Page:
·        The scarcity of drinking water in many areas during the dry season

·        Hydroelectric shortages as the deforested watersheds can no longer provide sufficient water,

·        Loss of forest wildlife as habitats are destroyed

·        Destruction of coral reefs from silt


This leads to climatic destabilization, extinction of plant and animal species and the marring of its scenic beauty.

What Can Be Done?             

The deforestation problem in Costa Rica is dauntingly complex, but it can be boiled down to several fundamental causative factors: 

1)   The country needs the raw material, wood, that its forests produce (and the demand is increasing).

2)   It is a highly lucrative business to harvest old‑growth forests (legally or not).

3)   Costa Rica's population continues to grow and the inhabitants need more space to live and work (especially the poor, subsistence farmers who need land for their cattle and crops, and also tend to have large families whose sons in turn need more land to work).

4)   Other land uses, such as cattle pasture, are seen as more profitable than forestry uses by the great majority of landowners (even if they are not in reality).

The deforestation problem will continue to exist until the essential causes of it are removed or made obsolete. Therefore, Costa Rica needs to learn to not depend solely on its forests for wood products. It must become a less lucrative proposition to harvest old‑growth forests. Population growth must be brought under control, and forestry uses for land (such as timber plantations or proper management of primary and secondary forests) must be recognized as a profitable alternative to traditional exploitive land uses. To do less is to merely treat symptoms caused by underlying factors.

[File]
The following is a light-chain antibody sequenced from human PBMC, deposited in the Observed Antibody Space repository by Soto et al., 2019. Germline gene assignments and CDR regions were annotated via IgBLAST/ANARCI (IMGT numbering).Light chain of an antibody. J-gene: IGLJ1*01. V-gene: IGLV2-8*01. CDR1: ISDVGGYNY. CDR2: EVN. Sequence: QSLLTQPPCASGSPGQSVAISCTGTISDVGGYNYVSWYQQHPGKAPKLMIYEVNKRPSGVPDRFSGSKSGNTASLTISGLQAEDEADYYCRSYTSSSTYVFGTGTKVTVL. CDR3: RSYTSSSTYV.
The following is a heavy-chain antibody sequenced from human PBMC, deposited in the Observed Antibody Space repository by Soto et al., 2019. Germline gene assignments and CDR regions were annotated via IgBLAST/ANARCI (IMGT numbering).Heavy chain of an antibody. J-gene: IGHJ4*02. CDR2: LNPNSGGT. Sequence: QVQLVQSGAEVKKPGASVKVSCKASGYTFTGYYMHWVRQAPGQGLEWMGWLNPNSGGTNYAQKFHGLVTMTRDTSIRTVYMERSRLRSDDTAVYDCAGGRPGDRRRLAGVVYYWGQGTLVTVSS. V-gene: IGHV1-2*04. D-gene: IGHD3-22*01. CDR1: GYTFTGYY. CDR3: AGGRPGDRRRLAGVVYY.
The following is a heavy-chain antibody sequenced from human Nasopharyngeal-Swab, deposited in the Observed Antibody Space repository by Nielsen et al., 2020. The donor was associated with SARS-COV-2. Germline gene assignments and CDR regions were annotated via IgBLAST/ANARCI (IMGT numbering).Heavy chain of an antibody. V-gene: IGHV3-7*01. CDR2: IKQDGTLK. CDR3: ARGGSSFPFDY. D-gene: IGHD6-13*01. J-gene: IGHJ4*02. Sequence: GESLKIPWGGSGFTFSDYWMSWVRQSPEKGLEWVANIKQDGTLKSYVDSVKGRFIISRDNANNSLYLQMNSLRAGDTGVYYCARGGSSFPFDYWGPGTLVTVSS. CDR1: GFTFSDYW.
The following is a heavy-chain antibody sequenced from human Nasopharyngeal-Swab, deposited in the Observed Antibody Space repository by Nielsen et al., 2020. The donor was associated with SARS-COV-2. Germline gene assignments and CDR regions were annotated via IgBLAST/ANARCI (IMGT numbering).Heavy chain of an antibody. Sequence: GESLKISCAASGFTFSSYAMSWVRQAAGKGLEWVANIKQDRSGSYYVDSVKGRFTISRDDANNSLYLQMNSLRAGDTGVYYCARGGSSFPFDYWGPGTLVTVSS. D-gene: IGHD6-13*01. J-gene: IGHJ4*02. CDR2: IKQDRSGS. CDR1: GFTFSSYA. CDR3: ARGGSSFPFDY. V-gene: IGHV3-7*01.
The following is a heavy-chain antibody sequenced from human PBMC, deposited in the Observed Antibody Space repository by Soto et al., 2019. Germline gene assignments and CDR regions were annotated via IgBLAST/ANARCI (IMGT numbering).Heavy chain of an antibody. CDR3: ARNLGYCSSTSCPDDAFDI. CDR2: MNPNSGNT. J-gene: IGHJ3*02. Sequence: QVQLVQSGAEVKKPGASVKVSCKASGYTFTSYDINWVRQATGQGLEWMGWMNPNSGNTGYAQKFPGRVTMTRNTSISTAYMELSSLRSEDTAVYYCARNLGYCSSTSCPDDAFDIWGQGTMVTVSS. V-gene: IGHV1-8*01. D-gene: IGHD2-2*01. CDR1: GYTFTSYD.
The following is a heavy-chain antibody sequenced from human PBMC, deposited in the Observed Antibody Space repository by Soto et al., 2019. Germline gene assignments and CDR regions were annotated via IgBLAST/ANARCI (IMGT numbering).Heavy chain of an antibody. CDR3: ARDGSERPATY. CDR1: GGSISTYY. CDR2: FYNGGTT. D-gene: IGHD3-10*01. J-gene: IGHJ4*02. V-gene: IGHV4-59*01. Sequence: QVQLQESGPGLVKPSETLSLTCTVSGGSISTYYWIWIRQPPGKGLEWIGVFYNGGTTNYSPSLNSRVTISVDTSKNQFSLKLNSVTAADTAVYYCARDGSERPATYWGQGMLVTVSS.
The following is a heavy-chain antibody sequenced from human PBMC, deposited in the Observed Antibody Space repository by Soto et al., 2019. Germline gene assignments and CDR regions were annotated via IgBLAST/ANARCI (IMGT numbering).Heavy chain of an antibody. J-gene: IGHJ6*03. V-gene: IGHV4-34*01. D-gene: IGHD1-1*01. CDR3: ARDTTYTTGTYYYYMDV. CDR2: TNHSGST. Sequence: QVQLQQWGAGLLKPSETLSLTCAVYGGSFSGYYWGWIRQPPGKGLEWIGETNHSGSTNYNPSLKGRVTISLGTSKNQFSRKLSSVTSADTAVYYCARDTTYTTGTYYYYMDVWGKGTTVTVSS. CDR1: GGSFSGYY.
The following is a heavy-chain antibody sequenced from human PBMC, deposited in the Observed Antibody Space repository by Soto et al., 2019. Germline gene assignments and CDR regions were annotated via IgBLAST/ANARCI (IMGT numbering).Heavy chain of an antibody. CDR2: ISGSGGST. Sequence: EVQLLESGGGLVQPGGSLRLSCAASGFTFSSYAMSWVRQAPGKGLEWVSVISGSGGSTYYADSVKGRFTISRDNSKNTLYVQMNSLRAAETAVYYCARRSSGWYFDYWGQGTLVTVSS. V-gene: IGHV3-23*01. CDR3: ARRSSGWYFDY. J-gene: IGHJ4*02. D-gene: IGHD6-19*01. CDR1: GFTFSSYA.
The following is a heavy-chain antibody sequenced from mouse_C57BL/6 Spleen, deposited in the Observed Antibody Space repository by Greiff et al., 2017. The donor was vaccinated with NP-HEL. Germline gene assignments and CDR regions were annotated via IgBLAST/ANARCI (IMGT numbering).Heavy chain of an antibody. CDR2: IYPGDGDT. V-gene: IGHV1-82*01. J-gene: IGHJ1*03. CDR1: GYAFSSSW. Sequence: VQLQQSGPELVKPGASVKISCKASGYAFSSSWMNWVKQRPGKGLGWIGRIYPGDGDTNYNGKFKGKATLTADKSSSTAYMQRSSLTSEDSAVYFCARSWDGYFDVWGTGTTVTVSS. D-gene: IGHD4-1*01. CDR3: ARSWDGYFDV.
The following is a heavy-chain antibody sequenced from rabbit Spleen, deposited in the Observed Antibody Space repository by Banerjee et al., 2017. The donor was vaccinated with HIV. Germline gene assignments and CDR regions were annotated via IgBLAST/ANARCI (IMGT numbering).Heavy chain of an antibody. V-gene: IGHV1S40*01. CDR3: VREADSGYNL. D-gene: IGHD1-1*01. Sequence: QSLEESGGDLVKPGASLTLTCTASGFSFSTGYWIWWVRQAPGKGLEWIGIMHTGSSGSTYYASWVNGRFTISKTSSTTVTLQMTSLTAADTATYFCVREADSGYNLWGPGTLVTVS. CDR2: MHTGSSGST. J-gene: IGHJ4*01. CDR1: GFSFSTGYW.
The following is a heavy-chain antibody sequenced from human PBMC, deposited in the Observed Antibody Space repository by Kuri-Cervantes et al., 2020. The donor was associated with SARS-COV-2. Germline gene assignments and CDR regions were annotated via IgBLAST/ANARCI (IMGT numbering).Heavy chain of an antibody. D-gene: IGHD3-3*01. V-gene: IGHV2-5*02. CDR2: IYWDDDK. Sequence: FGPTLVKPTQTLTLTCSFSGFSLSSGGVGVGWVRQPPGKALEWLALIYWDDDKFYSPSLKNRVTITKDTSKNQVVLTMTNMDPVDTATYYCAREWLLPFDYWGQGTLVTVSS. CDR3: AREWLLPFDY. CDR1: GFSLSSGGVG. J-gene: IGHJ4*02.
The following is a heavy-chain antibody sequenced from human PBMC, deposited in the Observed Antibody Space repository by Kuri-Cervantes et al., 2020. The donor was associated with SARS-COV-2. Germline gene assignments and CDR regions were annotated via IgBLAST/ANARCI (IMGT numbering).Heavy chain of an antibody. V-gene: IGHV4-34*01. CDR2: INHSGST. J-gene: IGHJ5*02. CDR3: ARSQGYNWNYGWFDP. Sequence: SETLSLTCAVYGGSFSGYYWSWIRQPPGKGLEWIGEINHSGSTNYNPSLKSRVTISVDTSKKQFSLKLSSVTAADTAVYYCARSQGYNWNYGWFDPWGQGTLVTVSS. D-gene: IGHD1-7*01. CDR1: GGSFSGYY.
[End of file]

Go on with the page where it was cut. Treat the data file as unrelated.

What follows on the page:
For example, it may seem that a solution to the deforestation problem is to find donors to buy private forested properties and set them aside as preserves — and there are organizations working to do just that. However, this can only preserve certain unique and endangered ecosystems that might otherwise be destroyed. It does little to help end deforestation because it does nothing about the farmers who need land to continue producing or to replace the wood resources that have been removed from the market's grasp.

The Ralmar Ecoforestry Corporation's major goal is to make a contribution in the struggle to decrease the rate of deforestation in Costa Rica and eventually end it. The corporation cannot do much about population growth or removing the profit from the harvest of old‑growth forests. This is largely the domain of the government through education and regulation. But it can have a positive impact in the areas of wood production and the landowners' perspectives of what is and is not proper and profitable land use.